They are, in some ways. The act of attention is one of the most basic forms of love. When we pay attention to those around us, we are giving them our time and our energy. Lady Bird goes to New York, finally getting the life she wants, only to almost immediately miss Sacramento, her friends, and most importantly, her parents. These things formed her — and as much as she tried to move past them, they deeply created who she is. And in her moments of trying to run from that, she forgot to pay attention to them. The new distance, the unfamiliarity of that new world, is what brings Lady Bird to the revelation.

In the end, she finds herself at a church after a drunken night gone wrong — her first night on the East Coast, no less. She goes inside, quietly observing a service, finding comfort in both the presence and the function of the building, a familiar pillar from her adolescence. And despite wanting to be grown up, and certainly not knowing how, Lady Bird calls her mom.

Finally, she is no longer Lady Bird. She is now Christine.


But her journey is far from over. Gerwig’s film may end on a positive note, but she peppers the film’s conclusion with a series of highs and lows. It’s perhaps two steps forward, one step back — a signaling of the new challenges ahead for Christine and a reminder of how much further she has to go. Who we become and when we get there are completely subjective things, but the growing pains that accompany them are felt by everyone. Gerwig knows how to capture that best, and for all its peaks and for all its valleys, she understands that it’s those days in the metaphorical desert of maturation that still resonate most strongly with everyone who may or may not have made it to the other side. It goes back to that idea that were are always in a state of motion, caught in a transition from one major moment to the next. We are never fully-formed — but if we move forward, and we pay attention, we’ll get that much closer.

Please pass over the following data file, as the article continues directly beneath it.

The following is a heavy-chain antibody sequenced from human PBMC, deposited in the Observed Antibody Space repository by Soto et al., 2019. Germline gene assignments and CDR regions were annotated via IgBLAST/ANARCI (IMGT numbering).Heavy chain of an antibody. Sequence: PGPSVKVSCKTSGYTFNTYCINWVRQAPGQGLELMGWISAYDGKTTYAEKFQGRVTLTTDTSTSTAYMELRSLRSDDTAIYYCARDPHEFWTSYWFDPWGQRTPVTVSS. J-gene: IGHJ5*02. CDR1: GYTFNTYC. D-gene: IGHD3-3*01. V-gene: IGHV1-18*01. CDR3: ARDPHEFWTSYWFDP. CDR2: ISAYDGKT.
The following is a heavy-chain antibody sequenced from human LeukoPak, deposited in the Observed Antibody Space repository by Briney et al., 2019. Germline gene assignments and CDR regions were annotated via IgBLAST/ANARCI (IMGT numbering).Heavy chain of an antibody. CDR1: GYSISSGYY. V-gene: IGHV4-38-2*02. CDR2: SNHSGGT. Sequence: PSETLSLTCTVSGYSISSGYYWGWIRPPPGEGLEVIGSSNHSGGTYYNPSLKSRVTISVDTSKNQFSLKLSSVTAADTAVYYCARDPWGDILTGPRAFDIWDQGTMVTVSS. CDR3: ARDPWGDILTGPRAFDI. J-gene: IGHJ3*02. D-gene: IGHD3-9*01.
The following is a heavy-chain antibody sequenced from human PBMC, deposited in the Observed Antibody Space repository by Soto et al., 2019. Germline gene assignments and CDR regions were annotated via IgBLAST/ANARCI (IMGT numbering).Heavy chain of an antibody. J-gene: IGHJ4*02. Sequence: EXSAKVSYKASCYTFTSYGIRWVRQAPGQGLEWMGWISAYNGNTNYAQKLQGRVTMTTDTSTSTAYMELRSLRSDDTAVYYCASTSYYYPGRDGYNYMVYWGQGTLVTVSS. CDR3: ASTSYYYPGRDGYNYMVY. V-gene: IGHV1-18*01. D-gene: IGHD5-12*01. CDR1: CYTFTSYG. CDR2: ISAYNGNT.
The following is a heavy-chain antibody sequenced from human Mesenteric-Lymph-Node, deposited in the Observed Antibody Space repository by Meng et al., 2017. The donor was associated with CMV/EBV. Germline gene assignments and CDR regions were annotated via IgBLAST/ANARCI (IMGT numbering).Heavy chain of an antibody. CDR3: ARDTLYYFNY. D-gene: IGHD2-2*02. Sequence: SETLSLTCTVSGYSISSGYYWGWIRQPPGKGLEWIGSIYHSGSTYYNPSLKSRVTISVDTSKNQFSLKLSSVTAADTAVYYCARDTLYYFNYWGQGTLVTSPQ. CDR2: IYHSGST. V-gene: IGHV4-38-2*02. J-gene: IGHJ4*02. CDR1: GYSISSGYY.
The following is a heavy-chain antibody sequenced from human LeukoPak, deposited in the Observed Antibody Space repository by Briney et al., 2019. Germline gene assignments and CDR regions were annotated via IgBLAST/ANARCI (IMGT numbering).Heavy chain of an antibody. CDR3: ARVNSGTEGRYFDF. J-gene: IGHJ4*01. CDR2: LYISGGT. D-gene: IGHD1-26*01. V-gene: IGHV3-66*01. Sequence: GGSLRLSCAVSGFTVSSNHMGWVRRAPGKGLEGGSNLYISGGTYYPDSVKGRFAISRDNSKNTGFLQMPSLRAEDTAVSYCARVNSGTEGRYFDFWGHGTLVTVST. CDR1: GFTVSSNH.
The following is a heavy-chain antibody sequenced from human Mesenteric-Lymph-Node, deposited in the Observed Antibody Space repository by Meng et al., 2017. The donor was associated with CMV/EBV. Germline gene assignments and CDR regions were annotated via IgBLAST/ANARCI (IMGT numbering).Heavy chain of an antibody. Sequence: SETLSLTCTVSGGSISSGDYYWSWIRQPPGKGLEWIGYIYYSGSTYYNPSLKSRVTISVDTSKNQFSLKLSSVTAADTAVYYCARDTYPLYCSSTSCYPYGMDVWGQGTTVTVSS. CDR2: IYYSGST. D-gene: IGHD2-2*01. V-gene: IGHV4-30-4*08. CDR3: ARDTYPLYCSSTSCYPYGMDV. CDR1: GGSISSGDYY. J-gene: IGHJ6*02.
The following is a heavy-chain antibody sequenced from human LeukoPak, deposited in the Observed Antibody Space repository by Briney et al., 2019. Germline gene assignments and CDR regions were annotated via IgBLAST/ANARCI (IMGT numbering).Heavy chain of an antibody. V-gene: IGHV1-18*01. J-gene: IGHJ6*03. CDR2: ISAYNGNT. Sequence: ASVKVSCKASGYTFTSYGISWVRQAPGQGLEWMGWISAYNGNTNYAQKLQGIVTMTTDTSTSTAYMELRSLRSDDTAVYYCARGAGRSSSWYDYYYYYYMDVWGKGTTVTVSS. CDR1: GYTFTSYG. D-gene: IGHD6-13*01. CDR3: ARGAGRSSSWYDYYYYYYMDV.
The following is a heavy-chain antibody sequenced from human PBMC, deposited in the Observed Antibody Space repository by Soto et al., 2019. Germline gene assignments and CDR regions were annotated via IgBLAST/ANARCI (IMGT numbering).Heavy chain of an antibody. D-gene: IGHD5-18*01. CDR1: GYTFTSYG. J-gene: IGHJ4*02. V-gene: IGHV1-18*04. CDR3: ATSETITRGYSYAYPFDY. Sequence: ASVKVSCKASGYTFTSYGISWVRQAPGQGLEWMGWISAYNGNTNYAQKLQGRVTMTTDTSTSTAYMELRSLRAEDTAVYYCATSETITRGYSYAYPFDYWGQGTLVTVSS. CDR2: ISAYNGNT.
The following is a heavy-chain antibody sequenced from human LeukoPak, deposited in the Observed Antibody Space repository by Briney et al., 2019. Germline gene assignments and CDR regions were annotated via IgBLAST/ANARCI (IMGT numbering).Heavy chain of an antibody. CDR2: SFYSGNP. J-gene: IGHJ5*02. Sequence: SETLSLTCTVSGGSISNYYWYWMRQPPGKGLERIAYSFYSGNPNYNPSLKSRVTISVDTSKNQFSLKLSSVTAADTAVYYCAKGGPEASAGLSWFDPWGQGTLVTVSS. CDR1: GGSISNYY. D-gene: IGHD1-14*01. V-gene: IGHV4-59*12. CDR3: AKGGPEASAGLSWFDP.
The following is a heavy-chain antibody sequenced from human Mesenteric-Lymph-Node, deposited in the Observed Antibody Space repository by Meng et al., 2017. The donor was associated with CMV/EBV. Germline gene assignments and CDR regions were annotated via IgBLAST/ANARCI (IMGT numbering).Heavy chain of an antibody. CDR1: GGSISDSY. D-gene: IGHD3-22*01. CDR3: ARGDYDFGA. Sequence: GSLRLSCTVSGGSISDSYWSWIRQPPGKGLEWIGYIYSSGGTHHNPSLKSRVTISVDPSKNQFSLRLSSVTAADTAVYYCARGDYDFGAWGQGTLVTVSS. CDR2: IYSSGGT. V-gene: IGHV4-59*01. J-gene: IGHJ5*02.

Lady Bird is about a timeless journey, filled with self-discovery and plenty of pitfalls. It was as if Gerwig knew of my own adolescence, all the moments I spent wanting to run from the place and from those who nurtured me the most, how unprepared I was for life even though I’d convinced myself otherwise. Gerwig’s film is a celebration of life in its best and its worst moments, adapting the teenage experience ways both tender and hilarious. There is nothing particularly flashy about Gerwig’s directorial instincts, and the film doesn’t seek to upend the well-worn formula of the coming-of-age saga. But it is honest, both with us and with Lady Bird.

William Connor Devlin

William Connor Devlin received his Bachelor's degree in Screenwriting at BIOLA University. He is currently attending Loyola Marymount University in pursuit of a Master's degree in Writing for the Screen. In addition, he works in creative development for a production company. In his (admittedly limited) free time, he enjoys watching and studying films, reading works of fiction and non-fiction, and sketching designs. He is especially fond of the works of Steven Spielberg, Guillermo del Toro, and John Carpenter.